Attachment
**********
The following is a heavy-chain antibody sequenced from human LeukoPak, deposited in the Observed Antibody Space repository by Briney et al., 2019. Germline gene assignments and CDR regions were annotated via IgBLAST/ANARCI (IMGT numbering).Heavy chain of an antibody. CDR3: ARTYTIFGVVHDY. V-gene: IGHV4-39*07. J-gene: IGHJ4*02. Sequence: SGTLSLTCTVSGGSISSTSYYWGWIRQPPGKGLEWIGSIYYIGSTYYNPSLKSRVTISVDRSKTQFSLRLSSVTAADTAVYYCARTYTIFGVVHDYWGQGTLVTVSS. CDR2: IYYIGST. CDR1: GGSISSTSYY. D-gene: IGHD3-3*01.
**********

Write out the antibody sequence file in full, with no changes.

The following is a heavy-chain antibody sequenced from human LeukoPak, deposited in the Observed Antibody Space repository by Briney et al., 2019. Germline gene assignments and CDR regions were annotated via IgBLAST/ANARCI (IMGT numbering).Heavy chain of an antibody. CDR3: ARTYTIFGVVHDY. V-gene: IGHV4-39*07. J-gene: IGHJ4*02. Sequence: SGTLSLTCTVSGGSISSTSYYWGWIRQPPGKGLEWIGSIYYIGSTYYNPSLKSRVTISVDRSKTQFSLRLSSVTAADTAVYYCARTYTIFGVVHDYWGQGTLVTVSS. CDR2: IYYIGST. CDR1: GGSISSTSYY. D-gene: IGHD3-3*01.